Years after a terrible automobile accident on the West Coast, auto safety advocates and traffic safety experts are starting to push hard for federal regulation of rental cars and the companies that rent vehicles to the public. According to various news articles and other media outlets, this latest drive stems from a 2004 car crash that resulted in the death of two sisters who were killed when their rented Chrysler PT Cruiser had a mechanical problem, which led to a collision with an 18-wheel tractor-trailer rig.
That crash eventually led to a wrongful death lawsuit brought against Enterprise Rent-A-Car by the mother of the two women, 24-year-old Raechel Houck and her 20-year-old sister, Jacqueline. According to court records, the vehicle the two rented on that fateful day was part of a recall campaign involving the car’s defective power-steering system; however, at that time the rental company had yet to make any repairs to the car.
As a matter of fact, those two women were not the first to have rented the vehicle while it was under the recall order. Based on reports, Enterprise had rented the vehicle to three prior customers following the recall notice being issued. The resulting failure of one of the steering components precipitated the eventual crash that killed the two young women.
According to court records and news reports, power steering fluid apparently began to leak onto a hot part of the engine or vehicle, most likely the exhaust manifold or other parts of the vehicle exhaust system. The fluid reportedly began to burn, causing a fire to quickly engulf the engine compartment as the women continued to operate the vehicle on the highway.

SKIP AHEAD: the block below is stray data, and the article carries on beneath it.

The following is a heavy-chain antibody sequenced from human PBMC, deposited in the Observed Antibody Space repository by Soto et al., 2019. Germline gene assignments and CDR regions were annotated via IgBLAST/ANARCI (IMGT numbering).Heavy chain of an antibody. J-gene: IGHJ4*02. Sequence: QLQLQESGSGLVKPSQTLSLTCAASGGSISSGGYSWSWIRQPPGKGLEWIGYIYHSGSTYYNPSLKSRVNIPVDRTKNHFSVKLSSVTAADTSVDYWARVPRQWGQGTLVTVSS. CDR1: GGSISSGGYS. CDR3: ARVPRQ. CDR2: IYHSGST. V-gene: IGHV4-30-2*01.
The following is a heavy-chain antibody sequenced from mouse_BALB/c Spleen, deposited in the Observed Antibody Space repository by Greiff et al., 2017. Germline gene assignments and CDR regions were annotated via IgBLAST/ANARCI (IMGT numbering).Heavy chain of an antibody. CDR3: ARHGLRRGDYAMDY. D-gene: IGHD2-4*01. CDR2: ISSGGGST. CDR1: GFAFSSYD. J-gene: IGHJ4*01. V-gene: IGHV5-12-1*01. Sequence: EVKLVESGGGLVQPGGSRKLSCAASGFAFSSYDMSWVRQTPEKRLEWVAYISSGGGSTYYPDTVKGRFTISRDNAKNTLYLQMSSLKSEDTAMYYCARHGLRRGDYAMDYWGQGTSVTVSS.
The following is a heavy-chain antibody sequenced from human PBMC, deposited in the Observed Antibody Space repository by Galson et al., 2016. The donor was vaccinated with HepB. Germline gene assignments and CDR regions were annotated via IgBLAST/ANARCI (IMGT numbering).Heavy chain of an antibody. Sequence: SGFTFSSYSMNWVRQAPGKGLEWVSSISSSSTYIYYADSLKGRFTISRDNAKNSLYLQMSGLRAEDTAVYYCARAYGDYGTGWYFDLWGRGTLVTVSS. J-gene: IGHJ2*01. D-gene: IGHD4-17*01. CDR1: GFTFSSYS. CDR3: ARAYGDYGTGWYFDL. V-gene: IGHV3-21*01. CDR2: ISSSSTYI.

Whether the fire caused additional system failures, or if it caused the driver to lose control through fear or panic is likely immaterial. The fact that there was a fire and the condition led to a loss of control by the driver apparently was enough to satisfy the jury. Once the driver lost control of the vehicle, it reportedly rammed into the tractor-trailer, killing the both women at the scene.
In the end, the Enterprise admitted its responsibility in the case. Being judged liable for the crash, the company was ordered by court to pay the sisters’ mother $15 million in damages. While a large sum, it apparently wasn’t enough to send a message to other rental companies, or so it would seem based on calls for better regulation of that industry.
In hopes of circumventing another tragedy such as the Houcks’, an effort to prevent accidents like this one — that is, those that could occur through a lack of performing needed repairs on a recalled vehicle – a number of U.S. senators brought forth the Raechel and Jacqueline Houck Safe Rental Car Act of 2011. The pending law has been crafted so as to grant regulatory authority to two federal agencies — the Federal Trade Commission (FTC) and the National Highway Traffic Safety Administration (NHTSA). Through this law, the FTC could regulate the rental car industry using laws already in existence that protect the public against deceptive trade practice; In addition, the NHTSA could legally track and monitor safety features found in vehicles rented to the public.
Together, these two agencies would be able to monitor and enforce federal requirements that ensure rental car companies perform the necessary and needed recall-related repairs on any vehicle in their fleet before they can rent those cars or trucks to the public. You can learn more about this legislation by clicking Here